What is the meaning of food systems?

A food system is the collaboration of all the steps involved in the creation of food, including production, processing, distribution, consumption and waste management. As the country's food system increasingly adapts to diets rich in meat and other animal products, vegetable crops such as corn and soy are increasingly being produced not for human households but for CAFOs. The United States is an example of a domestic food system that can buy and transport food products from abroad to feed its population, requiring extremely complex supply chains involving a large number of actors. While conventional agricultural practices have increased crop yields through the use of climate-smart agriculture (CSA), small-scale farming systems and limited knowledge of the CSA remain obstacles to enjoying economies of scale and sustainable agricultural production and security.

food. Addressing problems at every stage of the system can have system-wide effects, since 30 to 40 percent of the food produced is lost from harvest to retail and consumer. Since the Food Systems Summit is based on clearly established objectives already defined in the SDGs, a regulatory approach is justified (the regulatory concept posits a set of objectives and seeks to shape systems to serve established objectives). In a globalized world of capitalist agriculture built on the foundation of colonialism, food systems can be extractive and exploitative.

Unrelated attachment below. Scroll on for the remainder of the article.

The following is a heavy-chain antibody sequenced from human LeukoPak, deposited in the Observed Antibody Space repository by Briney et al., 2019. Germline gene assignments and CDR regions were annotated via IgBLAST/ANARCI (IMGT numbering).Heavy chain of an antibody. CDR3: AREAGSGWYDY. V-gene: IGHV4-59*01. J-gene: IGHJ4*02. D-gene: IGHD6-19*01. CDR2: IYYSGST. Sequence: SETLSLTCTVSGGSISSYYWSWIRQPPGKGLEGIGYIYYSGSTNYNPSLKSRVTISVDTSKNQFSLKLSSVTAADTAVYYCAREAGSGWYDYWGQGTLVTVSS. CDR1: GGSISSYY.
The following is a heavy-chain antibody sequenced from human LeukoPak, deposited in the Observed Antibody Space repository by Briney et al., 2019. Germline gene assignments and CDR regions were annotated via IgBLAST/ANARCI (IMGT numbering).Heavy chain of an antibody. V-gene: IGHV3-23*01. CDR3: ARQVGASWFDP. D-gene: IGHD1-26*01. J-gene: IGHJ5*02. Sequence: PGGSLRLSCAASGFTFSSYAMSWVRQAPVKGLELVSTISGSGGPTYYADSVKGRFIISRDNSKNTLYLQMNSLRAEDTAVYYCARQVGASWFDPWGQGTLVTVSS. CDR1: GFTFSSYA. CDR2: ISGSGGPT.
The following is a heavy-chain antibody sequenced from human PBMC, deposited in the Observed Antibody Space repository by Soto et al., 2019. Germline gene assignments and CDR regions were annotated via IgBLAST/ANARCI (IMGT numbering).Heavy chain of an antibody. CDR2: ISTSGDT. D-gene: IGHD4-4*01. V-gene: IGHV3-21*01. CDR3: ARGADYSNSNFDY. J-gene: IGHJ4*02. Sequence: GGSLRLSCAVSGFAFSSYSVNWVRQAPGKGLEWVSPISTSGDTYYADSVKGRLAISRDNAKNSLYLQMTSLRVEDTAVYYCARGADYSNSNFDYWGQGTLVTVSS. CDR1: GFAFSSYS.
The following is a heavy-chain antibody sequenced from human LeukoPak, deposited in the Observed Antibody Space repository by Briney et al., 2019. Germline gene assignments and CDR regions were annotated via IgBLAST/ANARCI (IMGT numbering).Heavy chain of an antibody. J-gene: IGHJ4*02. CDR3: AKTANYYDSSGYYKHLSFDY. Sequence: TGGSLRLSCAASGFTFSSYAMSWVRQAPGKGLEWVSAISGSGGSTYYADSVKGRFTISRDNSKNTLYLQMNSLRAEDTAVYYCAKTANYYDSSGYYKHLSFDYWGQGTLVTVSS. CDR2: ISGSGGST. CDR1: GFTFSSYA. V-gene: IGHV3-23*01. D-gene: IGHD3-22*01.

The term food system describes the interconnected systems and processes that influence nutrition, food, health, community development and agriculture. While much of the food produced in the United States depends on the conventional food system, the organic food system also covers the entire country, including farms, processors, distribution networks and retailers. The wholesale food industry buys processed value-added products from domestic and international producers and stores them in warehouses until they are ready to be delivered to food companies and supermarket shelves. The development of food systems dates back to the origins of on-site agriculture and the production of food surpluses.

They have been associated with the 100-mile diet and the low-carbon diet, as well as with the slow food movement. Conventional food systems are able to consistently provide safe and reliable food products from year to year, during all seasons, through a combination of technology, skill and organization. Conceptualizing food systems involves defining the boundaries of systems and the basic components of the systems and the links between them, while connecting with neighboring systems, such as health, ecology, economics and governance, and science and innovation systems. These factors influence the functioning of a given food system and whether it is just and sustainable or unfair and extractive.

Ismael Slagter
Ismael Slagter

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